Neither Mr. Djokovic nor his team will divulge specifics of his training, and it has been reported that his team has signed confidentiality agreements. (It has also been reported that Mr. Djokovic uses a Cyclic Variations in Adaptive Conditioning, or CVAC, machine, a podlike device thought to aid in muscle recovery.)

Heading into the United States Open, Mr. Djokovic had a record of 56 wins and 5 losses in 2015 matches. He has reached the finals of three Grand Slam tournaments along the way, winning two, and could have the most lucrative year in the tour’s history.

Perhaps the most important ingredient to his success, he said, is attitude. Describing his mental approach, he sounded at times more like a self-help guru than an athlete.

“I like to be in the creative spirit all the time,” Mr. Djokovic said. “I think you either progress or regress, so it’s either going up or down. Everybody is moving, the people, our planet, so you either keep up with it or you just stay where you are. But staying where you are, you actually regress.”

The Grinder

The lack of any discernible weakness may be his greatest strength. Mr. Djokovic wins by grinding down opponents and breaking their wills, and a strong mental game is especially important for such a player. During the interview, he cited meditation as a key tool, and it has been reported that he visited a Buddhist temple in Wimbledon during the tournament there.

His particular mental workout is not meant as an escape from everyday troubles, he said.

“One of the ways is to kind of meditate, but not meditate with the intention of going away from those problems, but visualize,” Mr. Djokovic said. “Visualization is a big part of everybody’s life, not just athletes’, but everybody. I strongly believe in visualization. I believe that there is a law of attraction: You get the things that you produce in your thoughts. Life just works that way.”

Another factor is how he presents himself on the court. “When I was growing up, I did have a lot of sports jerseys from different sports,” he said. “I loved Michael Jordan and Pete Sampras, and I tried to copy those guys, but Andre Agassi’s on-court style is unique, so I did have a lot of colorful clothes in my closet.”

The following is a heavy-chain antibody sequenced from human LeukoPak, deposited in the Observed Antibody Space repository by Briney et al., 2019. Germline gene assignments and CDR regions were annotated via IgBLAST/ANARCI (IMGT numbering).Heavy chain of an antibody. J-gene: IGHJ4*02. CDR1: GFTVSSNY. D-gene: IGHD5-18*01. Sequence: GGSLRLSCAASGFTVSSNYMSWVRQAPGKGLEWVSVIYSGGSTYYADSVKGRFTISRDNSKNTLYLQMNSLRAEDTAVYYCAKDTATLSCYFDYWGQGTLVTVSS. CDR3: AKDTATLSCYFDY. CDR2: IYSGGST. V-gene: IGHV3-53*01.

He recalled that he always cared how he looked on court. “If you feel good in your clothes,” he said, “it affects you psychologically somehow, whether players admit it or not.”

He counts as a major influence the tennis coach Jelena Gencic, who encouraged Mr. Djokovic, in his youth, to listen to classical music and read Aleksandr Pushkin. “Tennis lessons and life lessons became one,” Mr. Djokovic wrote in “Serve to Win.”

In addition to pursuing cultural interests, he studies languages. He said he speaks German, French, Italian, Serbian, Croatian, Bosnian, Macedonian and Montenegrin, and is working on Spanish and Chinese.

Mr. Djokovic does not subscribe to the idea that domestic life can impede athletic success. After his Wimbledon victory this year, Mr. Djokovic, who married his longtime girlfriend, Jelena Ristic, in 2014, said, “I suggest that to every player: Get married, have kids, let’s enjoy this.” He and his wife have a baby son, Stefan.

According to Bill Scanlon, a former pro and author of “Zen Tennis: Playing in the Zone,” Mr. Djokovic’s mental work has paid off. “People are going to start to accept the fact that you can improve your competitiveness and your concentration skills,” Mr. Scanlon said, “and I know that Djokovic is doing this.”

But even with the strict diet and the meditation, Mr. Djokovic is far from nirvana. “There are days when I throw the racket on the court, where I scream or shout or I get in a fight with my wife,” he said. “Those days exist, and anyone who says those days won’t exist if you do these particular exercises is lying.”